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Henry bus plan would cut positions

By Johnny Jackson

jjackson@henryherald.com

The Henry County Board of Education, looking for ways to reduce crowding on school buses next year, is reviewing a proposal to create a three-tier, bus-transportation schedule which would eliminate 46 driver jobs.

School officials believe the proposal is a potential option for dealing with a simultaneous lag in funding and boost in student enrollment.

"We haven't bought buses in the last two years," said Cliff Shearouse, Henry County Schools' transportation director. "[However,] the school system is still growing. We're still increasing the number of students enrolling."

Shearouse said the school district is unable to afford new school buses -- which cost about $72,000 each -- to provide more seats for student riders. Meanwhile, he said, the district has projected an increase of 284 students in the 2010-11 school year, which could mean as many as 198 additional bus riders.

"I proposed a three-tier schedule, because we still need bus seats," Shearouse said.

He said the three-tier schedule would extend Henry's overall school day by 30 minutes, by allowing for three different round trips for elementary, middle, and high schools. The school district's current schedule incorporates two different round trips -- one for elementary schools, and one for middle and high schools.

Based on the proposal, bell times for elementary schools would be between 7:35 a.m., and 2:05 p.m.; 8:15 a.m., and 3:15 p.m., for high schools; and 8:55 a.m., and 3:55 p.m., for middle schools. Presently, Henry's elementary schools begin class at 7:55 a.m., and end at 2:25 p.m.; high schools begin at 8:30 a.m., and end at 3:35 p.m.; and middle schools begin at 8:35 a.m., and end at 3:45 p.m.

The extended school days might benefit high school students in particular, Shearouse said. Those who participate in extracurricular activities or work after school would be able to leave school earlier to go to an after-school job or school-related function.

Shearouse said the cost associated with implementing a three-tier schedule would be $1.4 million, which would be offset through workforce reductions. Eliminating 46 bus-driver positions and 78 bus-monitor positions would make up $917,700 and $311,040, respectively, leaving $184,556 to be paid for the proposed schedule change.

School officials have reiterated that the proposal is still in its infancy and may not be adopted for the 2011 budget, which could be as much as $45 million less than this year's budget.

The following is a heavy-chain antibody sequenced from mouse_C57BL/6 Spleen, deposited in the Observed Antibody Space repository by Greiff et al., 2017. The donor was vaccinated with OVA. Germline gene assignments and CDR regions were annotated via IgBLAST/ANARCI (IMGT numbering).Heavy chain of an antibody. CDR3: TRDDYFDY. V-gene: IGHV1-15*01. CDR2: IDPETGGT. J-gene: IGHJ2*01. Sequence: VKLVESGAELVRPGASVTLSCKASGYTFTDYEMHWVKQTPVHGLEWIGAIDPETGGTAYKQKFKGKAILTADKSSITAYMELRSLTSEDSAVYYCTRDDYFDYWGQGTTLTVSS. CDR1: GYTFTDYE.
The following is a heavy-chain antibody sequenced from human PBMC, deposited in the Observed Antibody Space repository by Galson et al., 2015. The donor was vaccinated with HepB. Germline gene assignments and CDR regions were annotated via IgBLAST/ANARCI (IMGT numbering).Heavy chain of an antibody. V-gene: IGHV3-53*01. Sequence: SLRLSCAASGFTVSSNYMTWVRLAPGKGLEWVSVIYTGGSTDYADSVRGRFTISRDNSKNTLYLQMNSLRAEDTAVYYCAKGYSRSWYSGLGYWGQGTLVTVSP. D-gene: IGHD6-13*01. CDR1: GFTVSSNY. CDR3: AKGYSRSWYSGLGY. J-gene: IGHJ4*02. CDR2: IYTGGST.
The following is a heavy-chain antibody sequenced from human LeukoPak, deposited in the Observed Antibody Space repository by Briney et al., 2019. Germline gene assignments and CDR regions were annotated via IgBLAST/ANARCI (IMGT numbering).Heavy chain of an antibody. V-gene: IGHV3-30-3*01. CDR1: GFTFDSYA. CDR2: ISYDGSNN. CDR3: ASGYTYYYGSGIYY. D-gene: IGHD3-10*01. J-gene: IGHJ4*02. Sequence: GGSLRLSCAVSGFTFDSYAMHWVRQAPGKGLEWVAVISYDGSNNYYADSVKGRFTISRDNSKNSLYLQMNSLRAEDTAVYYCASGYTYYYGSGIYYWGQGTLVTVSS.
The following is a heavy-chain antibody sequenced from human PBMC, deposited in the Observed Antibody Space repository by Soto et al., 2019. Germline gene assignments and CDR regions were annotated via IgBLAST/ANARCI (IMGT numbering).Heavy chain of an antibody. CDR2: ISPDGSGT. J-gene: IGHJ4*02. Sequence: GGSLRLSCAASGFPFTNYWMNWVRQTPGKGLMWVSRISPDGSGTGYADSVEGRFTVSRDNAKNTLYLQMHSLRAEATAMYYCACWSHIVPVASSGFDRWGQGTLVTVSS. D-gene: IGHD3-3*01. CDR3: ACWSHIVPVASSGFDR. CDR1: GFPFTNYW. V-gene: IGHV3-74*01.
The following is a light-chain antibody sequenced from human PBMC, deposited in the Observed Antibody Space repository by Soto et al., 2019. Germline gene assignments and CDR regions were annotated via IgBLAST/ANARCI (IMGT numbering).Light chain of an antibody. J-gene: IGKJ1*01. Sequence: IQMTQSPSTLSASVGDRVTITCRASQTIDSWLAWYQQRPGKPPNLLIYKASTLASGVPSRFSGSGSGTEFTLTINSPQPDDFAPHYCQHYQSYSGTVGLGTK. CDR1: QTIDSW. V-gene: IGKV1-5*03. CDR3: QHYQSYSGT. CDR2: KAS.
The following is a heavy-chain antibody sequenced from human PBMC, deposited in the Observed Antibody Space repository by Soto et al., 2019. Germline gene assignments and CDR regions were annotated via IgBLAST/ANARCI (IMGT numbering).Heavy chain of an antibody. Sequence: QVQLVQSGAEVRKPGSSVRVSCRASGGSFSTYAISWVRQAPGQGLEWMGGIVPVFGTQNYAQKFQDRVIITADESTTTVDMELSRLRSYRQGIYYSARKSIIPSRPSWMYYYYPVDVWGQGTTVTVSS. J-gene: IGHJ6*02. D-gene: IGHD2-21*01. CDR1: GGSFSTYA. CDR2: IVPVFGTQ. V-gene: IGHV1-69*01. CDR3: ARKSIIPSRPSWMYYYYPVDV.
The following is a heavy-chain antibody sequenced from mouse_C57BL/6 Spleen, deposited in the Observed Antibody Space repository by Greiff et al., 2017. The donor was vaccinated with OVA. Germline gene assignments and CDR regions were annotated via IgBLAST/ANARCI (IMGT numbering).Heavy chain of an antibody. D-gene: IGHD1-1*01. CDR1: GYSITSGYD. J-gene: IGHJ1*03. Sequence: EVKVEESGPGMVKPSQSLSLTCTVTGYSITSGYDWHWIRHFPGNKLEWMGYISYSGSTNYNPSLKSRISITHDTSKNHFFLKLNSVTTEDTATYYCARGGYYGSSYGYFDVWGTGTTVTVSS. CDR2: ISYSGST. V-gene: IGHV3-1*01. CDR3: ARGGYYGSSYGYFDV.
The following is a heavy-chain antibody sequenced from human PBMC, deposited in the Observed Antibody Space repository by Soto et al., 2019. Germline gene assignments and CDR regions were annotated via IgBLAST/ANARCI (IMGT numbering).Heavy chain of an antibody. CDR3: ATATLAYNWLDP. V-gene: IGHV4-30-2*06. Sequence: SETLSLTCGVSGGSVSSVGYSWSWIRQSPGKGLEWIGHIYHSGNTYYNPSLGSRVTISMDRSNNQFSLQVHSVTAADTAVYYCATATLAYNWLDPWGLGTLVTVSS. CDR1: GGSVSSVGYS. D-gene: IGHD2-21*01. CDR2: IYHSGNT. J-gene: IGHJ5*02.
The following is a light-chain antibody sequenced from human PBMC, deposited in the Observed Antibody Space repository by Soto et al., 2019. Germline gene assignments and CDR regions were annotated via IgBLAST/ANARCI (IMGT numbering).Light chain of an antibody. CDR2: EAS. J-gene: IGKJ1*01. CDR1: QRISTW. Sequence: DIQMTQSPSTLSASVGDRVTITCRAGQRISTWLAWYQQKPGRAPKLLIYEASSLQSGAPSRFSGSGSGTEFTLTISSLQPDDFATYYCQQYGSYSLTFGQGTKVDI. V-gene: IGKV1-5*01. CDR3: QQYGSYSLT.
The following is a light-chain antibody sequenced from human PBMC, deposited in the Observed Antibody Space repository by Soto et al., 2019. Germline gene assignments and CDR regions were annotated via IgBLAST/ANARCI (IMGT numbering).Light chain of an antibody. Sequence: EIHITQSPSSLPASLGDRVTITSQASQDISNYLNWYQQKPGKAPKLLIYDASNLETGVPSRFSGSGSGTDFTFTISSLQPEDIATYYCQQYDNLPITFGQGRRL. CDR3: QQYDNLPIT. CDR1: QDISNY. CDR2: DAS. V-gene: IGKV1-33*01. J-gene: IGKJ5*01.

With an anticipated 2011 budget worth $276 million, school officials believe student enrollment within the school district will continue to rise.

Shearouse said the school district's transportation department counted 23,400 daily school bus riders in January. The number of riders is partly the result of 2,500 students cut from bus routes a year ago as a result of the school board's decision to enforce a policy dating back to 1990 of only providing bus transportation -- with few exceptions -- to those students living more than a mile from their assigned schools.

The move was expected to free up bus seats that have been crowded in recent years by an unexpected increase in bus ridership. Shearouse said the three-tier schedule may be a way to have available seats next year, as there are no plans to fund new school buses until at least 2013.

"In this plan -- although the school system is under a system-wide look at how to save money -- we're not able to save the system additional money and still get more bus seats," Shearouse said.

Voters rejected a proposed 20-year, $256.5 million dollar bond issue during a March 17, 2009 referendum. The money, school officials said, would have been used to fund transportation, school construction and other needs.

School officials said, then, that approval of the bond referendum would have increased property taxes by 1 mill for Henry County homeowners, increasing the bond millage rate from 3.06 mills to 4.06 mills -- the highest such rate for bonds since 1995.

Shearouse said that, despite other efforts to provide more school bus seating within the school district's current fleet of 346 school buses, capacity has continued to be an issue.

He said the school district's transportation department had an additional 20 school buses age out of qualifying for state funding granted to districts based on the number of buses they have that are 10 years old or newer. The department operates only 170 school buses that are 10 years old or newer. The rest, 176 school buses, are 11 years old or older.

Shearouse noted the state paid $1.8 million, this year, to supplement the school district's $14 million transportation budget. However, beginning on July 1, the state will no longer fund transportation in schools using its current reimbursement equation that considers the age of buses, he added.